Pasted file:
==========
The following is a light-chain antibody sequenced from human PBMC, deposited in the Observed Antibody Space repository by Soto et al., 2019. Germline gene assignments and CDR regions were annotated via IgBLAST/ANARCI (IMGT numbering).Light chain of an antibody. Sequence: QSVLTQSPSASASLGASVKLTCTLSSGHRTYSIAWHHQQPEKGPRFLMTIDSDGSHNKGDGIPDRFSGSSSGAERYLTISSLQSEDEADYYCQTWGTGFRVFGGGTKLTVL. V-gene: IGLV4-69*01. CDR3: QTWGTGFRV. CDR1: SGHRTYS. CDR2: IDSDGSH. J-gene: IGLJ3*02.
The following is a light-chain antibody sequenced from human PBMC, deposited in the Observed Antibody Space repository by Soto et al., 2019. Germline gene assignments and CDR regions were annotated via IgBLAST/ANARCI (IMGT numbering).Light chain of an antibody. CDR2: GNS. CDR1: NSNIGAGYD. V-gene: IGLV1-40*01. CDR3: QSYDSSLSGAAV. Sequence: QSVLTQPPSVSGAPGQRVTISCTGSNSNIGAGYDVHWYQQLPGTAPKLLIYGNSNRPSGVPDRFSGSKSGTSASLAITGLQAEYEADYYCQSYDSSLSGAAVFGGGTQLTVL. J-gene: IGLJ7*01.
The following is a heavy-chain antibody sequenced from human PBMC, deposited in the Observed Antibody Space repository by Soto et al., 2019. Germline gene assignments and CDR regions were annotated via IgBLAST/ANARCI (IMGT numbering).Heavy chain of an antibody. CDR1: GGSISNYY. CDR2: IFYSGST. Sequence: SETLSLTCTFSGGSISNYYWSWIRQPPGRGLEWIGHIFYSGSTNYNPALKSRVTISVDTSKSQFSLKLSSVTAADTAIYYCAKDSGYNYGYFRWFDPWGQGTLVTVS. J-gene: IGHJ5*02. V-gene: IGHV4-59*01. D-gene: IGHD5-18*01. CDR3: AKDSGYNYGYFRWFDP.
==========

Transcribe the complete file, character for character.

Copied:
The following is a light-chain antibody sequenced from human PBMC, deposited in the Observed Antibody Space repository by Soto et al., 2019. Germline gene assignments and CDR regions were annotated via IgBLAST/ANARCI (IMGT numbering).Light chain of an antibody. Sequence: QSVLTQSPSASASLGASVKLTCTLSSGHRTYSIAWHHQQPEKGPRFLMTIDSDGSHNKGDGIPDRFSGSSSGAERYLTISSLQSEDEADYYCQTWGTGFRVFGGGTKLTVL. V-gene: IGLV4-69*01. CDR3: QTWGTGFRV. CDR1: SGHRTYS. CDR2: IDSDGSH. J-gene: IGLJ3*02.
The following is a light-chain antibody sequenced from human PBMC, deposited in the Observed Antibody Space repository by Soto et al., 2019. Germline gene assignments and CDR regions were annotated via IgBLAST/ANARCI (IMGT numbering).Light chain of an antibody. CDR2: GNS. CDR1: NSNIGAGYD. V-gene: IGLV1-40*01. CDR3: QSYDSSLSGAAV. Sequence: QSVLTQPPSVSGAPGQRVTISCTGSNSNIGAGYDVHWYQQLPGTAPKLLIYGNSNRPSGVPDRFSGSKSGTSASLAITGLQAEYEADYYCQSYDSSLSGAAVFGGGTQLTVL. J-gene: IGLJ7*01.
The following is a heavy-chain antibody sequenced from human PBMC, deposited in the Observed Antibody Space repository by Soto et al., 2019. Germline gene assignments and CDR regions were annotated via IgBLAST/ANARCI (IMGT numbering).Heavy chain of an antibody. CDR1: GGSISNYY. CDR2: IFYSGST. Sequence: SETLSLTCTFSGGSISNYYWSWIRQPPGRGLEWIGHIFYSGSTNYNPALKSRVTISVDTSKSQFSLKLSSVTAADTAIYYCAKDSGYNYGYFRWFDPWGQGTLVTVS. J-gene: IGHJ5*02. V-gene: IGHV4-59*01. D-gene: IGHD5-18*01. CDR3: AKDSGYNYGYFRWFDP.